By Charlotte Couch & Sékou Magassouba, 5th December 2022
The plant biodiversity of Guinea has been understudied for a long time, but in recent years there has been a flurry of discovery and renewed interest in the country’s flora. Projects between partners at the Royal Botanic Gardens, Kew, Herbier National de Guinée, Guinée Ecologie and the Guinean government have been identifying and documenting Tropical Important Plant Areas in the country.
This has involved extensive fieldwork, leading to the rediscovery of species presumed lost and the discovery of species new to science, most of which are endemic to Guinea. Research undertaken between 2016 and 2019 led to the documentation of 22 Tropical Important Plant Areas and the government’s agreement to put these into legislation through an expanded national parks and reserves network. Alongside this work, threatened plant species of Guinea have been assessed for the IUCN Red List as part of a project ‘Towards developing a Red List of Guinean plants’. This project also developed specific species conservation action plans for 20 species in a pilot study to look at what information was available and the actions required to safeguard the species. To help facilitate, validate and discuss the Tropical Important Plant Area assessments and the conservation action plans, a working group was formed.
This had members from all the partners, including from various departments of the Ministry of Environment and other research institutions, and was the first time such a group had come together to discuss plant conservation. As a result, the group didn’t want the action plans that we had accomplished together to languish once the project was completed. We wanted to publicize the conservation action plans that had been developed so they may be of use to other researchers and companies (e.g. mining companies) who are required to perform mitigation as part of their works. This is why we produced the action plans in both French and English.
The 20 conservation action plans are for plants of various lifeforms (i.e. trees, shrubs and herbs), all native, and some endemic to Guinea. Around 7% of the flora of Guinea is threatened with extinction. Fieldwork was needed to discover if certain species still existed in their historical ranges or if new sites could be found. For example Vernonia djalonensis, which has been elected as the national flower of Guinea, had not been collected for half a century. It was, and continues to be, only known from one site. It was relatively abundant at this site in the Fouta Djalon mountains, but much of the area has now been allocated for housing.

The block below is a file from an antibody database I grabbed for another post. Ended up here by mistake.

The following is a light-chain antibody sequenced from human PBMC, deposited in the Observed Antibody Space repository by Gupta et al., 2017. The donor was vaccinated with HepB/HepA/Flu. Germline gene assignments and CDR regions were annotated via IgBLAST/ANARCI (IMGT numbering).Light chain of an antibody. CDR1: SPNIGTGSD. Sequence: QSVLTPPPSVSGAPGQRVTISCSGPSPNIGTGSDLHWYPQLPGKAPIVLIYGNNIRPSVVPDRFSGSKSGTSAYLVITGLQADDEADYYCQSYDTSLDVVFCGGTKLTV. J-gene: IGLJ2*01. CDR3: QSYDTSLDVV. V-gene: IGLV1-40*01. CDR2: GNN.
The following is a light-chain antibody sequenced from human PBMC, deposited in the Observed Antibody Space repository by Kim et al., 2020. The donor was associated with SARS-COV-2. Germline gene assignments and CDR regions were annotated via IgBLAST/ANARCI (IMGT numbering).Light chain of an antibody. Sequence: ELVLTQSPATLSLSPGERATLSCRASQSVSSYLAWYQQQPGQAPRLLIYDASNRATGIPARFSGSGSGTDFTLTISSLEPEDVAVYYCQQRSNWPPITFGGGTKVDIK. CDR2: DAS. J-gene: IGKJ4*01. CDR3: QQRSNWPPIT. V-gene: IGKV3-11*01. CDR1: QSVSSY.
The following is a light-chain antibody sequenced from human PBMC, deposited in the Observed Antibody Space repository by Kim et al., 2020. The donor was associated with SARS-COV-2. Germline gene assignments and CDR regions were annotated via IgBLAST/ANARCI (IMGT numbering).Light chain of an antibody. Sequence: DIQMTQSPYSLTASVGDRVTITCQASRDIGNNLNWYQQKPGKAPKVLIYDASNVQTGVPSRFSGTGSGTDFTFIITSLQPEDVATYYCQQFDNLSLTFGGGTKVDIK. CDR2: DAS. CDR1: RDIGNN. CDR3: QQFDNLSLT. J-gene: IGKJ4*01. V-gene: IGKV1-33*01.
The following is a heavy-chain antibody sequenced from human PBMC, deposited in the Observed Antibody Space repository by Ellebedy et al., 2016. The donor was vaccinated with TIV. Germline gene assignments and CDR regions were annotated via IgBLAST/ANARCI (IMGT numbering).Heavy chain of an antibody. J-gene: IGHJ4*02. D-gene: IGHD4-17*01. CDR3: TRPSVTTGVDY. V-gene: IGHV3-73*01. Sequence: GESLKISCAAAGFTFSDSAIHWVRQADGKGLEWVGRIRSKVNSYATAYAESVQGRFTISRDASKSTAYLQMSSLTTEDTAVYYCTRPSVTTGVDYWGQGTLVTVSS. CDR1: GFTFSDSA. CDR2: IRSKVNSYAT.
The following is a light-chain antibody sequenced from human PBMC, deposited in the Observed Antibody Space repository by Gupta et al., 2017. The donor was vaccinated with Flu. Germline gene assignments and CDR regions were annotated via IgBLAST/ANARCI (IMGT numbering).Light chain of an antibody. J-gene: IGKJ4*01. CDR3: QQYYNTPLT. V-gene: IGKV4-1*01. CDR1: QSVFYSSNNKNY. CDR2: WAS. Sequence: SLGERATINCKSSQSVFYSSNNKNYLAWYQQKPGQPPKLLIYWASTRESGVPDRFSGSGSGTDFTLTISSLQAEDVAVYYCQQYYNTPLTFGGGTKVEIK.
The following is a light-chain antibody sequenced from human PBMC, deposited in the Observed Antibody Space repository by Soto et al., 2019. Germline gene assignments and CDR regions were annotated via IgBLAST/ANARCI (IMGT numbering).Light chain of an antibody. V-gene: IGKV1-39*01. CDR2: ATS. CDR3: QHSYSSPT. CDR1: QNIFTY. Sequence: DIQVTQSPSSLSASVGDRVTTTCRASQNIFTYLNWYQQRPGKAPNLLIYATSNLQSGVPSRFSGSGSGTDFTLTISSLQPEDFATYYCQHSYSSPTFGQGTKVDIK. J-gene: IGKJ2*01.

Other endemic species were also rediscovered, including Diospyros feliciana, Anisotes guineensis and Cailliella praerupticola after 60, 61 and 79 years, respectively. Other species were not so fortunate and have disappeared from some historical sites. For instance, Kotschya lutea and Habenaria jaegeri are no longer found in the Fouta Djallon as a result of extensive landscape changes over time.
Being able to bring together all of the data on these initial 20 species in the conservation action plans has been a good exercise for exploring the state of species’ populations and what needs to be done to protect them for the future. However, it is a lengthy process and we are aware that to do this for all the endemic and threatened species would take many years. So we are now looking at other ways to combine species and the actions required to protect them, for example a national action plan for the conservation of threatened tree species is being explored and action plans that cover specific Tropical Important Plant Areas are being elaborated. We hope that the plans developed will be an effective way to protect the threatened plant diversity of Guinea for years to come.
The article “Piloting development of species conservation action plans in Guinea” is available in Oryx—The International Journal of Conservation.